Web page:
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Baum’s mother-in-law was none other than famous activist and suffragette Matilda Joslyn Gage. She was a frequent visitor at their house, as were many other suffragettes of the time, including Susan B. Anthony. Baum was not only sympathetic to their cause, but active towards it, serving as the secretary for Aberdeen Women’s Suffrage Club, and writing editorials for the “Aberdeen Saturday Pioneer,” urging citizens to vote for women’s suffrage. The revolt of Jinjur in “The Marvelous World of Oz” is an allusion to the women’s movement, and it’s said that the gutsy character of Dorothy was inspired by Matilda, though one can easily see a bit of feisty Maud in her, too.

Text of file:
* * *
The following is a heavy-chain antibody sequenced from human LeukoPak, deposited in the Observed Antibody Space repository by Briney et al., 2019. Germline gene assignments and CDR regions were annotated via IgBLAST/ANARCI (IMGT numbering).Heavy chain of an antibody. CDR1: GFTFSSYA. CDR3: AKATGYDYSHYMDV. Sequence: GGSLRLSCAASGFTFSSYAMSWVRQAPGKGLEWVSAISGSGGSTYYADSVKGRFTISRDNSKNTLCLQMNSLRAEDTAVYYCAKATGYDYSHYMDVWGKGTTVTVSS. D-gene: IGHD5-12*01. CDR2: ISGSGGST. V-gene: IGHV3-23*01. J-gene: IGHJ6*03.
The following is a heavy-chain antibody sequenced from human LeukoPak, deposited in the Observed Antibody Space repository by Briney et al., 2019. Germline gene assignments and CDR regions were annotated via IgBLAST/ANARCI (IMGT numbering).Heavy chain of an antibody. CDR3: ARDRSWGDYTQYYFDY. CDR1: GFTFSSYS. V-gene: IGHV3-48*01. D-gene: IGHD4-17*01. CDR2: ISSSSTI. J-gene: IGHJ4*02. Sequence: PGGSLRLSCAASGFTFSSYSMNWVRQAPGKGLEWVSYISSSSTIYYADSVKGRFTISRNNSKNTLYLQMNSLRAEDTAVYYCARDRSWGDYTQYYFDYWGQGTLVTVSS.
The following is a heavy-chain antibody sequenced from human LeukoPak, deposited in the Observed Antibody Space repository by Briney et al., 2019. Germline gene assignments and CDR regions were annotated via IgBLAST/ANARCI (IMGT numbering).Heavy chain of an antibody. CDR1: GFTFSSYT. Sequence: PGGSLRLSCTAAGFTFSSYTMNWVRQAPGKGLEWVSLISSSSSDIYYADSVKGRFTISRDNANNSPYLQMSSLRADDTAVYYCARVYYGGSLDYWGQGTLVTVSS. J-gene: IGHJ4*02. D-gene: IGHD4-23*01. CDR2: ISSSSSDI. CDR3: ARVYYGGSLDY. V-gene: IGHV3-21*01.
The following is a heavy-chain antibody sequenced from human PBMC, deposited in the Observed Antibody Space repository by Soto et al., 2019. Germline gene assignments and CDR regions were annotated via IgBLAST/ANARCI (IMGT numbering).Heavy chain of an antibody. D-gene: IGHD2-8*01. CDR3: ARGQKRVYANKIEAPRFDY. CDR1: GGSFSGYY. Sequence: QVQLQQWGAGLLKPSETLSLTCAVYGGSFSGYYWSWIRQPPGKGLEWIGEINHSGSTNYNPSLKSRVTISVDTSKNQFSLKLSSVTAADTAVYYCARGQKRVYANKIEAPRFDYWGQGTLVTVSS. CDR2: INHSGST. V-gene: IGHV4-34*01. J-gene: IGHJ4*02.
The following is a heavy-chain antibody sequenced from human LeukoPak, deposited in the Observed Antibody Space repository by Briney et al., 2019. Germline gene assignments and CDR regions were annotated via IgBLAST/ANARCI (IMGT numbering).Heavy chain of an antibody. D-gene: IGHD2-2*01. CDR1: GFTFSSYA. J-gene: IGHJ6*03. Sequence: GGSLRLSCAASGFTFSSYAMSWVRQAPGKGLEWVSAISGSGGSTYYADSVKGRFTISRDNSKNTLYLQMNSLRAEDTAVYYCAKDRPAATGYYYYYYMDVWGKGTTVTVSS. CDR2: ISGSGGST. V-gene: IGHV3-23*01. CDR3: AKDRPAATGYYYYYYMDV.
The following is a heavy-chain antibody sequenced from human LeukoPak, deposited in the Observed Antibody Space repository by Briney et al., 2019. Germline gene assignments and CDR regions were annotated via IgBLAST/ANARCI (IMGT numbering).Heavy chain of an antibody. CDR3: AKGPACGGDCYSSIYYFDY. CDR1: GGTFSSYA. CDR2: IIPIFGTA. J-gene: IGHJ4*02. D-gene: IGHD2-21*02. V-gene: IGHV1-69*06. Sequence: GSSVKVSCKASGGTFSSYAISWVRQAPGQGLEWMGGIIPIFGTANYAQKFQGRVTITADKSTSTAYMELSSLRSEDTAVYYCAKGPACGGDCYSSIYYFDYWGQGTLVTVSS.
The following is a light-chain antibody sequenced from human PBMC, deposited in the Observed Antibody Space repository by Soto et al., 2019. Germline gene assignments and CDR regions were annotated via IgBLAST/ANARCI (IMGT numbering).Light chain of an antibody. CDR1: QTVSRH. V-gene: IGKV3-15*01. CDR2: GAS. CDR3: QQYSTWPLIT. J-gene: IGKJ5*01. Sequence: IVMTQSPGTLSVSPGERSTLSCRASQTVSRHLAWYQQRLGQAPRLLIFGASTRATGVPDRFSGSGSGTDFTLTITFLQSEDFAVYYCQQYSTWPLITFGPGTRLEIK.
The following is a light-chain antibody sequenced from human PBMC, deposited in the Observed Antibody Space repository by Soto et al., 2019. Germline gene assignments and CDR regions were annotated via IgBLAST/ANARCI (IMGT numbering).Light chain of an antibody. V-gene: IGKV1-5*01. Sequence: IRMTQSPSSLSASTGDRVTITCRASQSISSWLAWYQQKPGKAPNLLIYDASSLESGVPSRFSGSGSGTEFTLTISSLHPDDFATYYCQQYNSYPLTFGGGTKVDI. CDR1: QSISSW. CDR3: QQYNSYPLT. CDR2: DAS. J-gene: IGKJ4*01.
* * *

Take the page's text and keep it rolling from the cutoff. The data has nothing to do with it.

Though Baum brushed off claims that Oz was at all political, he made a decided choice to make women front and center of the series. They’re princesses, ordinary farmgirls, witches (both good and bad), rag dolls, generals, pastry chefs, and problem-solving faeries. They have adventures, lead search parties, rescue one another, solve difficulties, and challenge the Nome King in combat. Perhaps most significantly, none of the characters -– not Ozma, Glinda, Betsy or Dorothy –- ever engage in romantic relationships. Baum made a point of avoiding such trappings as love interests, because he believed children would find passionate romance boring, and an emotional element which they wouldn’t truly understand. Perhaps there was a personal element in this as well, as Baum, conscious of what Maud sacrificed in order to marry him, allowed his heroines perpetual youth and personal freedom.

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Why ‘Oz the Great and Powerful’ Is A Major Step Back For Witches and Women
http://www.film.com/movies/oz-the-great-and-powerful-witches (via yamino)

(via secondlina)